Many people pursue an online degree hoping it will be a fast and easy way to get to a diploma. Unfortunately, there really are no shortcuts to earning a college degree—a significant investment of time and effort is needed, regardless of whether you are pursuing an online or on-campus degree. That being said, some degrees are actually easier than others.
Why take the “easy” road?
Many people are intimidated by the perceived difficulty in earning a degree and are reticent to start. Overall the amount of effort pales in comparison to the actual benefits of increasing your job prospects, not to mention long-term earning potential. So rather than avoiding college altogether, why not search for the easiest degree that you can find? Not all college degrees take the same amount of time and effort, and it may take a lot less time than you expected.
Maybe you’re not necessarily intimidated by the college experience, but you simply don’t enjoy school. You are only interested in earning a college degree for the advantages it will give you, while putting in as little effort as possible. That’s an understandable motive in today’s stressful, fast-paced society. By spending less work and less time studying, it can mean reduced stress for you and increased time to pursue hobbies or work opportunities.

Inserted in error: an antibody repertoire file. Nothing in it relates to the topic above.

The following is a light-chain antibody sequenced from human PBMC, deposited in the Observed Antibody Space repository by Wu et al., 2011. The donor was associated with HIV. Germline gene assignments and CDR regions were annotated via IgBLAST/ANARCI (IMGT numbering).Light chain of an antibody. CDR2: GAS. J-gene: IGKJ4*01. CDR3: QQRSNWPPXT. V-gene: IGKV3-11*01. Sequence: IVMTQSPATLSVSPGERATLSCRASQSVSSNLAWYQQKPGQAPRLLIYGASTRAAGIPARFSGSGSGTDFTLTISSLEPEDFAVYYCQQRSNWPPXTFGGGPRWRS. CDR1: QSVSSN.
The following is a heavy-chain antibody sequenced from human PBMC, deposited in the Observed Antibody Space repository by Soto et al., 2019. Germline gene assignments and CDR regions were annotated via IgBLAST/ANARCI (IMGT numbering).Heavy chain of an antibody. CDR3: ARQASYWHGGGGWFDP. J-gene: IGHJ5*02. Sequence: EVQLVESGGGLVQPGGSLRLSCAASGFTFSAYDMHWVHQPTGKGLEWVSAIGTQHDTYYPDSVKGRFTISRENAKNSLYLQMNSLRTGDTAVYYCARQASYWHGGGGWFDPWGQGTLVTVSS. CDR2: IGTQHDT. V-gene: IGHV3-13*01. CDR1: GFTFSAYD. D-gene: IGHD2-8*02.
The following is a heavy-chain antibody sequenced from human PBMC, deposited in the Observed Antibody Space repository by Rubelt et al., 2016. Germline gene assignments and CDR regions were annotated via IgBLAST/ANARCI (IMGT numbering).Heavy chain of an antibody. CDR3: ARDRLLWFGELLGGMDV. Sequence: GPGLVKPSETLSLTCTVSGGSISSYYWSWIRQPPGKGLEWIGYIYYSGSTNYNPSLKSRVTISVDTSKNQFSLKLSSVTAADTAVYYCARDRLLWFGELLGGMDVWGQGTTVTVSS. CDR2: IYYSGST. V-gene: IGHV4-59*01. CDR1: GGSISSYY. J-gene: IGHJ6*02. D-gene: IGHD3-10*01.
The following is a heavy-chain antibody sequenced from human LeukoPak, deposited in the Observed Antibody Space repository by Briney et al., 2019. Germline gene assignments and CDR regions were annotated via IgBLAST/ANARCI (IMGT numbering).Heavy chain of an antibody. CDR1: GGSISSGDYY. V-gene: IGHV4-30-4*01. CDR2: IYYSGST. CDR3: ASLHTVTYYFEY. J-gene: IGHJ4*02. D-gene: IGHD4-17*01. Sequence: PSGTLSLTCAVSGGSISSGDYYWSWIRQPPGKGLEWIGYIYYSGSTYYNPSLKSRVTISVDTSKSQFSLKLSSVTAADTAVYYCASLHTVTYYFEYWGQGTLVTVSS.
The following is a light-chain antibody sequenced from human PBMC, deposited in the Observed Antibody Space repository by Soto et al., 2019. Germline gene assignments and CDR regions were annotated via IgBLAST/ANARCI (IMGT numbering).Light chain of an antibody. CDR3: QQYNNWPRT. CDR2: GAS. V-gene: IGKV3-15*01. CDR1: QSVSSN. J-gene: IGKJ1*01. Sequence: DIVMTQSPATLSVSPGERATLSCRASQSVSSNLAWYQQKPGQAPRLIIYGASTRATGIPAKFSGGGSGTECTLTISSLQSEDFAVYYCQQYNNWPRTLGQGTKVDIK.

Determining the easiest degree path really depend on your own abilities as well as the specific school you decide upon. Take into account whether you excel in math, science or languages. Also look at which subjects that you are naturally drawn to. Examining your strengths and weaknesses will help to determine which majors will be more or less difficult for you. The level of demand and difficulty may also differ between schools, which can affect the complexity of your degree.
GPAs and attrition rate statistics for various college majors easily points to the easiest degrees to attain. In a recent study by the economics department of Wake Forest University—analyzing the average grade distribution for 20 separate college degree fields over a decade—they were able to find a pattern of which majors emerged as easier over time.
An obvious correlation was that the higher the average grades results, the easier the degree major. The following list is based upon that theory. Liberal Arts degrees were generally found to be easier than math or science degrees, no real surprise. One exception to this was that computer science ranked to be one of the easiest while philosophy and political science were found to be among the more difficult degrees.
6. Anthropology and Sociology
9. Computer Science
Scott Andersen is a career counselor and content contributor for thebestcolleges.org. Check out this ranking of the Top 50 Colleges in America, and top college rankings in specific fields, like medical billing.